Notes from Lake Izabal — end

“The captain is out to lunch and the sailors have taken over the ship.” (Charles Bukowski)

Day 7-8-9 on Lake Izabal: Tom

Remember the subtitle of the first part of this mini-series, ‘A Million Ways to Die on a Boat’? I wonder if there’s a world record for hitting your head against the boom, the pole attached horizontally to the mast? If so, for four days Mario and I were in heavy competition to break it and improve it so vastly that surely it would stand for a couple of decades. But now, Mario had left our sloop on Lake Izabal and I was the sole number one, the uncrowned king of head bumps.


Every evening, big, post-nuclear cockroaches crawled out of every cavern of the Friend Ship, and god knows that fucking boat has many caverns. Daeli had told us to spray them fuckers with his mix of water and soap, an ‘ecological’ way of getting rid of them. But seeing the roaches creep over our vegetables – there is no fridge on board – I suddenly got a vision of a hardened exterminator releasing some chemical bombs on board. The cockroaches were too quick and slippery for the soap shower treatment anyway. I’m usually no animal killer – I’m too soft-hearted to kill even a mosquito – but these bastards bugged me big-time. Soon, I figured out that a swiftly aimed sneaker was the best way to get rid of them.


No wonder that every moment on the land started to feel like freedom – despite the age-old adage that the waves of the endless sea offer the biggest freedom known to human. I had, nevertheless, found my sea legs. Every time I stepped onto the land, I felt the earth moving under me, rocking and swinging like the rhythm of the boat. My body adapted quickly to the regular trips to the land and got ecstatic upon the sight of a ‘normal’ toilet. It was a victory, every time I could avoid the dreaded bucket.

There was a motorboat to go to land, but I preferred not to use it. Know thyself – I can get myself killed in a golf cart. The excursions to the land thus meant lots of peddling, peddling, peddling. Why would anybody ever buy a gym membership when they could also board a sailboat? After the departure of our boat mates, Anete and I had to go and walk Diesel. Which meant peddling him to shore in the yellow ocean kayak first. Luckily, the dog is well-adapted and knows how to behave when being ferried to the land.

Our yellow ocean kayak on Lake Izabal, aka our ticket to freedom.

Our ticket to freedom.


One morning, we were enjoying our breakfast on the deck when I smelled a faint burn. I wondered if I had left the fire on, if some forgotten toast was slowly but surely turning black in a pan. I rushed inside to discover smoke fuming out of the electrical cabinet. Alarm code red! What was the deal with all those batteries that got solar-charged during the daytime and that had to be switched on and off, depending on electricity use? I switched everything off and prayed for the best. Miraculously, it worked. The smell evaporated, the smoke disappeared.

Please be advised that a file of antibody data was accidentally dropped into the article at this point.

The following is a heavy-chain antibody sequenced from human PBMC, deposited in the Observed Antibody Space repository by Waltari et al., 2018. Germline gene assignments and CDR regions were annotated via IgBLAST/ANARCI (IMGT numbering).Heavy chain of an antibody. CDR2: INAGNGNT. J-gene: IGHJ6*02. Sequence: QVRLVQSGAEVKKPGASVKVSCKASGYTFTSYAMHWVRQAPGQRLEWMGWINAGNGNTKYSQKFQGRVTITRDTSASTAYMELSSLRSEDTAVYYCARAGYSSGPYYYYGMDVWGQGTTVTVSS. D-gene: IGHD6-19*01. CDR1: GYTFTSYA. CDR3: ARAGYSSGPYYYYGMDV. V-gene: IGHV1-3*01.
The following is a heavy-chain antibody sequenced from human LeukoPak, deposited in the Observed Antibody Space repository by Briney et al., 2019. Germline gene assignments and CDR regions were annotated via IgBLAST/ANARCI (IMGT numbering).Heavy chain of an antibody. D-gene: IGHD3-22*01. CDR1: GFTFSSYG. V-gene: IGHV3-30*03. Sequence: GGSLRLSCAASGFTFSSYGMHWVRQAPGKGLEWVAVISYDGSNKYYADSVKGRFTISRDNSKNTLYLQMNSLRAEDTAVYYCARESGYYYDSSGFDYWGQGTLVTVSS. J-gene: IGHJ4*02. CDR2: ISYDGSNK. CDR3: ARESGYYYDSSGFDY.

That evening, Diesel needed to be walked. Anete didn’t feel well and volunteered to stay behind and keep an eye on the electrical cabinet. We were still worried, even though all the signs were comforting. “Fine,” I said, “But if something goes wrong, just jump in the water and swim to Josée. If there’s a fire, don’t try to extinguish. Just flee. Your life is more important than this lousy boat.”

Diesel on Friend Ship, floating on Lake Izabal.

“Are you going to walk me, human, or do I have to swim to shore?”

Dog and human reached the land, hurried past the angry dog on a leash that practically barked his head off. Diesel was especially restless on the land, sniffing even more brothers and sisters’ behinds than usual. But when we finally started peddling back from town, it was the human’s turn to get unsettled. I struggled to move as I’d never before during the numerous trips to the land. The wind kept pushing me aside.


Every time I tried to turn around, the wind blew me back. I was facing the land, the little marina barely a hundred metres ahead. I saw the old fishermen untangling their nets. Their day was finished. Mine hadn’t even begun, or so it felt. Friend Ship and Josée lay 500 metres behind my back. I started peddling, peddling, peddling, to turn around. But just when I was about to face forward again, the wind blew me back. Over and over again. With 20 kilos of groceries on my back, I tried again and again. I lost hope, gradually, just like the strength seeped out of my arms.

Diesel twisted and turned on his seat in front of me. He finally turned around, looked at me with critical eyes, as if he said: “You got us in a pickle, stupid human, better get us out of it.” I was afraid I’d have to return to the land, hand in my male membership card (which would be shredded on the spot) and ask the fishermen for help, for a hitch towards the boats. They’d surely help me, especially if I tossed 10 quetzales in their direction.

But I was not ready to give up, not yet. One last time I peddled as if my life depended on it. Even though I was drifting away from both boats and marina, I kept peddling, kept going strong. Yes! I made it, I had manoeuvred back into the right direction.


The nicest moments of boat life always came when the peddling was over, when the heat had subdued and those pleasant pre-dusk sun rays fell on the deck. The limes were freshly cut and the Ice Dorada had never tasted so good. Had I ever earned a beer more than then? Yes, travel happiness is in the small details.

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